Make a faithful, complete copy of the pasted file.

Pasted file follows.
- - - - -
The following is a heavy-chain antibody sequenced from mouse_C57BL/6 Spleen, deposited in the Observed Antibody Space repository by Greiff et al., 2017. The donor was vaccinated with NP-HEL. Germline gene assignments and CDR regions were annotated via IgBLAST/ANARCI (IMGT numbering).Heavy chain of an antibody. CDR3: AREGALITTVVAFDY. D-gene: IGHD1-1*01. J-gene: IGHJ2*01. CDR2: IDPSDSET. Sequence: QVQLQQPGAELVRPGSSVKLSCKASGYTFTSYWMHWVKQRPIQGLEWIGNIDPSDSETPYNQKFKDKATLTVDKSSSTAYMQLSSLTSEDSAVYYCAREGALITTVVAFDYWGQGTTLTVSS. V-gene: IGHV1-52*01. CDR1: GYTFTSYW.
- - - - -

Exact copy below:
The following is a heavy-chain antibody sequenced from mouse_C57BL/6 Spleen, deposited in the Observed Antibody Space repository by Greiff et al., 2017. The donor was vaccinated with NP-HEL. Germline gene assignments and CDR regions were annotated via IgBLAST/ANARCI (IMGT numbering).Heavy chain of an antibody. CDR3: AREGALITTVVAFDY. D-gene: IGHD1-1*01. J-gene: IGHJ2*01. CDR2: IDPSDSET. Sequence: QVQLQQPGAELVRPGSSVKLSCKASGYTFTSYWMHWVKQRPIQGLEWIGNIDPSDSETPYNQKFKDKATLTVDKSSSTAYMQLSSLTSEDSAVYYCAREGALITTVVAFDYWGQGTTLTVSS. V-gene: IGHV1-52*01. CDR1: GYTFTSYW.